A writer/director with a perfect track record is a rare breed.
I say ‘perfect’ in the sense of not having a bomb on your resume.
The only living directors I would put in this class are Paul Thomas Anderson, Jason Reitman, Wes Anderson, Jean-Pierre Jeunet, Frank Darabont, Christopher Nolan, Brad Bird, Quentin Tarantino, Jacques Audiard and Rian Johnson.
There may be more out there I’m not aware of. Comment if you think there’s a living writer/director that deserves to be on the same list.
It’s Oscar season, and once again I’m shut out from all the movies I desperately want to see on the silver screen. The worst part about it? There are 9 directors on that list and 5 of them have a new film out now or about to be released.
I could buy a ticket and go see the film but I wouldn’t be able to catch 100% of the dialogue. Even with my new hearing aids I rely heavily on lip reading because I have not learned all the new sounds yet.
My brain is building a linguistic vocabulary right now. Nearly every word I hear is new to me. I must memorize what that word sounded like and what word it was. To make matters even more complicated, people have accents, lower voices, higher voices, and different pronunciations.
It will take me years before I can understand a full sentence without the aid of lip reading.
But can’t you just lip read the actors on the screen?
Of course I can and that’s how I taught myself lip reading but I can only lip read close ups and that accounts for about 10% of an average film.
My only method of experiencing films in the theater is to go to a specific showing with subtitles.
That doesn’t sound so bad but its a ridiculous method because only the big release get the subtitle treatment. It’s usually only offered during the day at some theater hours away.
I work during the day so I missed my window of opportunity to see The Dark Knight rises.
That was painful but not as painful as the fact that The Master is being shown in its original 70mm projection at select theaters. As a cinephile this is a dream come true but crushed with the reality of my situation. Paul Thomas Anderson is my favorite director and I can’t even describe the agony of the situation. I followed this film from the moment it was announced and now several years later its here for everyone to see except for the deaf community.
Another film I followed from its inception is Looper. I’ve had Rian Johnson on my radar since his masterful debut, Brick. My buddy in Hollywood sent me the script before production even started and I finished it in one sitting. I actually only had half a hour until my class but couldn’t stop reading so I blatantly ignored my teacher and interpreter to finish reading.
Looper is one of my top scripts of all time and I’ve read at least 500 scripts in the past few years. Its better not to know anything about the plot before going into this one.
Additionally, I wanted to see Moonrise Kingdom on opening day but unfortunately had to wait to enjoy it on my laptop. It’s my favorite Wes Anderson film and have not had as much fun since Midnight in Paris. The film opens right in the action and takes the audience on a whimsical journey highlighted by gorgeous 16mm cinematography. One of the best shots I’ve seen all year happens as they exit the wedding chapel.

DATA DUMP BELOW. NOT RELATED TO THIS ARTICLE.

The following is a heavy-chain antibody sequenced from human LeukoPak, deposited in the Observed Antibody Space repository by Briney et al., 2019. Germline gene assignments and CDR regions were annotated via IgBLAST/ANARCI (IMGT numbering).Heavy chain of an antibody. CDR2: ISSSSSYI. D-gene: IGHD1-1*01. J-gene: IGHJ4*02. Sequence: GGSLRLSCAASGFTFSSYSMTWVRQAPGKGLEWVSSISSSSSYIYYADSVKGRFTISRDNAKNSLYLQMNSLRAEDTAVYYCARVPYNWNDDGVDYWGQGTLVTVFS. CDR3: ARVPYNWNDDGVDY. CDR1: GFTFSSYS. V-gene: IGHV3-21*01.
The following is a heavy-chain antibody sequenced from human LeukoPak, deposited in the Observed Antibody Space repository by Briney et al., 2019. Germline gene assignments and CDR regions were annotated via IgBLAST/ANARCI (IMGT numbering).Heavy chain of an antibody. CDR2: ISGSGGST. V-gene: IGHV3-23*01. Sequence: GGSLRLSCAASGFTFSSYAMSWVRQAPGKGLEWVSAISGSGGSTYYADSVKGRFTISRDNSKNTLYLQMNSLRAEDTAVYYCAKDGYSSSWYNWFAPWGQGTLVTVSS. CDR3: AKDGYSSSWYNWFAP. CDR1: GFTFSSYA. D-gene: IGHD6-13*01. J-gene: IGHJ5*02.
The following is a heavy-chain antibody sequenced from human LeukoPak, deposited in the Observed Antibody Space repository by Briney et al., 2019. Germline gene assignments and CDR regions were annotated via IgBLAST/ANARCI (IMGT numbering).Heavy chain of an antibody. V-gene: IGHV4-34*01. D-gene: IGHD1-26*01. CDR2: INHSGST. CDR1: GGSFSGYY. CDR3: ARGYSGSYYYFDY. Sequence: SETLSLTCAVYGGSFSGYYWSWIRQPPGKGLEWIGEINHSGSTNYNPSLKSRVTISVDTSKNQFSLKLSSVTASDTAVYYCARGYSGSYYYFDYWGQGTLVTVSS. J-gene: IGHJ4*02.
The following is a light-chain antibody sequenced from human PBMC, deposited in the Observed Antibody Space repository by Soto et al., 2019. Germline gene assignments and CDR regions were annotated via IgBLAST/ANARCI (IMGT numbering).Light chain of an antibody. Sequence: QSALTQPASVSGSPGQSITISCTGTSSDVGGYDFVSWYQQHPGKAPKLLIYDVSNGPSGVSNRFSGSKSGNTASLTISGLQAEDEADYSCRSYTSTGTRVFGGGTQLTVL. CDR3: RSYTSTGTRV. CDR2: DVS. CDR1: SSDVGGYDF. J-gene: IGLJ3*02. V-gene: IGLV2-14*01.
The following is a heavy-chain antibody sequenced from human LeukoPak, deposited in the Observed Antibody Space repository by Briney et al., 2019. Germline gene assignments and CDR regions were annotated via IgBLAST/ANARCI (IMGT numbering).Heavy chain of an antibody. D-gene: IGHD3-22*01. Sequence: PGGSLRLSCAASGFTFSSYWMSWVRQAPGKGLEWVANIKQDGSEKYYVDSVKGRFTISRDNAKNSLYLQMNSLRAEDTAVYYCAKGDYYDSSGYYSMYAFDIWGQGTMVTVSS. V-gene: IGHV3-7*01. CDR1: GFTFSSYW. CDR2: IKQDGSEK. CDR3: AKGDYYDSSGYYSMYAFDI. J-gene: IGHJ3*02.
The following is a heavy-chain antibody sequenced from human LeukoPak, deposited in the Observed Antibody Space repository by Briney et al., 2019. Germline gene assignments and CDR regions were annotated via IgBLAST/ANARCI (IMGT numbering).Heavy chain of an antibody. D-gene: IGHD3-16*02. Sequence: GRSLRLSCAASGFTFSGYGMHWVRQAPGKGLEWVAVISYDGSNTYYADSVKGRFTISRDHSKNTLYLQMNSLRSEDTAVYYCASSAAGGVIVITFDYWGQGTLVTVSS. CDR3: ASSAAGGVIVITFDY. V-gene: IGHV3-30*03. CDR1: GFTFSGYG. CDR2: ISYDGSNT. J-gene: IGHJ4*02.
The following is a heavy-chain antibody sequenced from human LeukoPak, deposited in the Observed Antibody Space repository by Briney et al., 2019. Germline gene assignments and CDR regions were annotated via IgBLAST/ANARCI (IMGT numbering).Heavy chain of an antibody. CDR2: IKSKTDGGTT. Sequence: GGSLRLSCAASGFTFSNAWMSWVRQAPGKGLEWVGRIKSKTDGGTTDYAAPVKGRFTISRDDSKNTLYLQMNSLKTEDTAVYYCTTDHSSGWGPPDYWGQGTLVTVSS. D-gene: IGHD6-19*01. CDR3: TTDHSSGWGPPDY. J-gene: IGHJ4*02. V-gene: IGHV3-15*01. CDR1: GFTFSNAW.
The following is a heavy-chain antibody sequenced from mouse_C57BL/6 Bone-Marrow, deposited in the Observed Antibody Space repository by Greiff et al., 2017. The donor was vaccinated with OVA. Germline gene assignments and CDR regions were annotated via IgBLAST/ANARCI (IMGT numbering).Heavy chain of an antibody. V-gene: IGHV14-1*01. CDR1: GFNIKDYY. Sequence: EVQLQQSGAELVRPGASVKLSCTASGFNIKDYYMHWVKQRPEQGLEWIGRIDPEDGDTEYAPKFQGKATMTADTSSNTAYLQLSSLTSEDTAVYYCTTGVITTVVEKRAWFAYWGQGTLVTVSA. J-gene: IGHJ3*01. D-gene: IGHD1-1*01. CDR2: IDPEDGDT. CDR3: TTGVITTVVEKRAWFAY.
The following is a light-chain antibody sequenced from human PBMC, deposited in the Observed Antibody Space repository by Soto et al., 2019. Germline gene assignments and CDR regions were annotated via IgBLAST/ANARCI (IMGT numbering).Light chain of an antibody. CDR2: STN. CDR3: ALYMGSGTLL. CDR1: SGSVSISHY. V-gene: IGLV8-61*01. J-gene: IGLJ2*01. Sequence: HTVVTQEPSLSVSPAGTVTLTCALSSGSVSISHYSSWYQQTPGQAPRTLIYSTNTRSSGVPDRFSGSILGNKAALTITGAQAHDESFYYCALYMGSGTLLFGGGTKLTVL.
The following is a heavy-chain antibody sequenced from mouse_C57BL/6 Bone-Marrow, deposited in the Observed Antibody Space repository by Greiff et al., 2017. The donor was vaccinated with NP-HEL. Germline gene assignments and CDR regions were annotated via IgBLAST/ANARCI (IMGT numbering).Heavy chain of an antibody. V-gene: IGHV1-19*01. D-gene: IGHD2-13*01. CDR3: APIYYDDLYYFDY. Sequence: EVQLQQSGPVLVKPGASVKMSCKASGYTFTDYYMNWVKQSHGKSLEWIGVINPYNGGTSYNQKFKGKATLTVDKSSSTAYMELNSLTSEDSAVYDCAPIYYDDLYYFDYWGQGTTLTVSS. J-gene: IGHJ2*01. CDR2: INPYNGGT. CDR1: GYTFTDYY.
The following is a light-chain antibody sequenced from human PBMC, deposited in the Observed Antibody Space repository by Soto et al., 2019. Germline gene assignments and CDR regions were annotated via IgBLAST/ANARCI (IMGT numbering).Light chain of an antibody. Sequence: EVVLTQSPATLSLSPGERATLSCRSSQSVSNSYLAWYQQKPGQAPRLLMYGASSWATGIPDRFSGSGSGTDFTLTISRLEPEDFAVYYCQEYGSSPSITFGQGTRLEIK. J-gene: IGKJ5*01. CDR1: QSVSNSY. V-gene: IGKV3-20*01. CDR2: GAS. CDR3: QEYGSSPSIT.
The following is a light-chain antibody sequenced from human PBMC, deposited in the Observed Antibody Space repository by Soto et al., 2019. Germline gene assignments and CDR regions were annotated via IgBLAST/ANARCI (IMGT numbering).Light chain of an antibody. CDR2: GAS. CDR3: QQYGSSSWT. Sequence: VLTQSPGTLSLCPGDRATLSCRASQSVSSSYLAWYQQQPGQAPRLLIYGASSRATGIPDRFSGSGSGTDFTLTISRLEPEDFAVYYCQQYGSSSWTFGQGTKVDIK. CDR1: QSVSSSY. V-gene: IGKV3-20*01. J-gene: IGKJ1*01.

Other films I’m going to watch on my laptop or blu-ray are The Master, Looper, and Djengro Unchained but the sad thing is that most of these films probably won’t be out on DVD until after the 2013 Oscars.
Even though I usually only have the opportunity to see a few best-picture nominees before the Oscars I’ve watched it every year. I’m not quite sure why, but I do know one thing- I do not want the next generation of deaf children shut out from the theater experience.
We already have the technology to provide captioning at any theater.
Various methods have been suggested and/or experimented with.
One is a device or a rear view mirror that displays the captions in the hands of the deaf person. I’ve used it and am not a fan. Red LED lights are a difficult typeface to read. Also some theaters project the subtitles on a 2nd projector but it doesn’t handle highlights at all. The words are washed out in daylight scenes.
A more promising solution is special glasses that enable the wearer to see the captions on the screen, invisible to the rest of the audience.
I don’t know of any manufacturers or how the heck we can make it happen. I’m simply voicing my own frustrations that I know many other people share.
This issue hits home for me because film is more than just my passion. The power of story saved my life when I was growing up. I was the only deaf student in my elementary school and did not have the ability to communicate clearly with my peers until high school at the earliest.
Without a voice, I turned to novels and films to immerse myself in. Now I find great pleasure in creating rather than absorbing.
I know that these gifted writer/ directors would want me to see their film the way they intended. On the big screen with surround sound and enough bass to rattle the chairs.
Let’s start building a better and more accessible future not just for deaf people but for every person that is cut off from their passion.
The world I want to live in is a world where every person has the opportunity to achieve their wildest dreams.
PS- Another film I cannot wait to see is Lincoln but unfortunately for Spielberg there are a few duds on his record but no other living director has as many classics under his belt. If he wins one more Oscar he will have the 2nd most best director Oscars of all time.